Arizona Law: Understanding Survival Actions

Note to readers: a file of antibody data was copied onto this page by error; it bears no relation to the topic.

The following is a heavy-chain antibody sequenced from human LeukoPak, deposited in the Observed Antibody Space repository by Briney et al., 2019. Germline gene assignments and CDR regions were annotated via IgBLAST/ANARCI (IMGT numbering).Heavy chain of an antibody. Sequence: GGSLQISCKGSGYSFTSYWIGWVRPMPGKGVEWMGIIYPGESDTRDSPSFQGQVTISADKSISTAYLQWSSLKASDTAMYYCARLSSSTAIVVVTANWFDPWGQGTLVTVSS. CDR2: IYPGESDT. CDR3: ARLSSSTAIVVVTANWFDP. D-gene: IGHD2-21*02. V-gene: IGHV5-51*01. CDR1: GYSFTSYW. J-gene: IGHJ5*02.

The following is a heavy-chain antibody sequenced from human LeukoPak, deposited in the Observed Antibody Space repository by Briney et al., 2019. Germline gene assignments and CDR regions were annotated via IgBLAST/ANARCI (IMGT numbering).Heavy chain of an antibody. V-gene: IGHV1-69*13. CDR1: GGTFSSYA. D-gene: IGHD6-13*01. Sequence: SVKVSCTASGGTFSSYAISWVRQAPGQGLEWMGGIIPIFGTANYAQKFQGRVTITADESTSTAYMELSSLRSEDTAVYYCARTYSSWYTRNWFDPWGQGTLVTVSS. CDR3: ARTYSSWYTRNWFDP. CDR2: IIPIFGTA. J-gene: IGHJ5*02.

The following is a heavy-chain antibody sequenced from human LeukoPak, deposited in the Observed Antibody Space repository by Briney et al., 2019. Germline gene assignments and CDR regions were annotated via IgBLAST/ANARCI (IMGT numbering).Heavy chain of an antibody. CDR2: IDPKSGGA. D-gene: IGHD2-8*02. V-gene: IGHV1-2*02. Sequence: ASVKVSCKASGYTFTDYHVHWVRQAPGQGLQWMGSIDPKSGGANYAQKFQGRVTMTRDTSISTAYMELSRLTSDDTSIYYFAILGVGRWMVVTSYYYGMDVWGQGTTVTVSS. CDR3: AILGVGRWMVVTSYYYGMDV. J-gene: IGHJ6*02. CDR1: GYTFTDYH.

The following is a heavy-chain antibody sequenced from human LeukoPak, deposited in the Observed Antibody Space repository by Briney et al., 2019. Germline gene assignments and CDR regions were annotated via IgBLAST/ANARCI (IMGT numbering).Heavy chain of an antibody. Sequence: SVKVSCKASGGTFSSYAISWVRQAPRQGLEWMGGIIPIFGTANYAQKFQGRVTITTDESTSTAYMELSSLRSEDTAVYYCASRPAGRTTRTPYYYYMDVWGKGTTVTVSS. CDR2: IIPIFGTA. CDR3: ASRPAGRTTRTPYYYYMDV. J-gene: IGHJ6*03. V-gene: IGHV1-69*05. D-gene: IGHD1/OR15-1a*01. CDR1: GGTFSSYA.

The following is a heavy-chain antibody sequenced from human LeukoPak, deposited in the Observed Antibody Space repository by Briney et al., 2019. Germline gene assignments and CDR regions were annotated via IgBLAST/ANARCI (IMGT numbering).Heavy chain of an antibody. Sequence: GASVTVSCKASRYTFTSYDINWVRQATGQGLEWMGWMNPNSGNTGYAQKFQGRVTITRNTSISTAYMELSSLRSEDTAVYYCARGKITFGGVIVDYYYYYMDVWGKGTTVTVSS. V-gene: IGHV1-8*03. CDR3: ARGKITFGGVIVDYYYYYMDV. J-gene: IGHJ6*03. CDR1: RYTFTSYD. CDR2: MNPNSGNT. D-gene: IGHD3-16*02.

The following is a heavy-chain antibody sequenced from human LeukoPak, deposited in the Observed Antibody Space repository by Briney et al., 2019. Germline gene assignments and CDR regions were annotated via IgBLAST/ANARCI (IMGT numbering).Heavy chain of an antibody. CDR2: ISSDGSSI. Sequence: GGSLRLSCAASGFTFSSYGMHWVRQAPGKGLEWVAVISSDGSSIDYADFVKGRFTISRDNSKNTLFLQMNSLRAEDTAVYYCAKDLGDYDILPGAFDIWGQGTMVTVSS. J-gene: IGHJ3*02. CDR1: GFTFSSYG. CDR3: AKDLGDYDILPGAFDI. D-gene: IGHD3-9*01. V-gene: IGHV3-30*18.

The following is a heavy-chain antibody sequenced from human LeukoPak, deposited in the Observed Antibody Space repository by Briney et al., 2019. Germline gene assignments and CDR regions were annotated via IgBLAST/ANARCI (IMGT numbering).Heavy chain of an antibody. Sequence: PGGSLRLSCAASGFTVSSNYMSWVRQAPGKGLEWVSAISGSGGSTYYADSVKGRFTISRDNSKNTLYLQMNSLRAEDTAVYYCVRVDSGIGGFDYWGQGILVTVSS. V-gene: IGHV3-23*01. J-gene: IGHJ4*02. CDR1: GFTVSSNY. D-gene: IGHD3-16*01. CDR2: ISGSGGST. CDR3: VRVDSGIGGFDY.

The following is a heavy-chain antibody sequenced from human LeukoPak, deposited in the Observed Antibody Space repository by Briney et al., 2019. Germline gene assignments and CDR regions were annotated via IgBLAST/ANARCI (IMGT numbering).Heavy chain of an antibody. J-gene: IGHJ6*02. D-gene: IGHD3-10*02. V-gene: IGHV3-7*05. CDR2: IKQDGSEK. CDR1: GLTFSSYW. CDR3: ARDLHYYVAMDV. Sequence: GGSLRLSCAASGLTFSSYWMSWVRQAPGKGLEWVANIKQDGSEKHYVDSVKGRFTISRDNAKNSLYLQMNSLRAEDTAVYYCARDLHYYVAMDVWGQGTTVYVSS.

In the state of Arizona, loss-of-life claims — more specifically, wrongful death claims and survival claims — are a category of injury claims brought either by the surviving family members, or by the estate of the deceased individual.  When a person is killed due to the negligent or otherwise wrongful acts of another, then Arizona law may entitle a qualified subset of survivors to pursue an action in litigation against the defendant and recover damages. When most laypeople think of loss-of-life claims, they tend to think of “wrongful death.”  Survival actions are an important part of the legal landscape, however, and may lead to significant damage recovery. So, what’s the difference?  Let’s take a look. Survival Actions vs. Wrongful Death Actions Survival actions are fundamentally different than wrongful death actions, though these differences are often misunderstood. Stated simply, survival actions are brought against the defendant (who is responsible for causing the death at-issue) on behalf of the deceased individual.  In essence, a survival action gives the estate of the deceased an opportunity to recover damages for the wrongs committed against the deceased individual.  It arguably acts as a form of claim preservation — whatever claims the deceased would have had in the event they survived, are preserved and may be pursued by their estate. Suppose, for example, that your loved one is killed in a motor vehicle accident by a distracted driver.  Their death was not immediate, however.  After a week of attempted treatment, your loved one finally succumbed to […]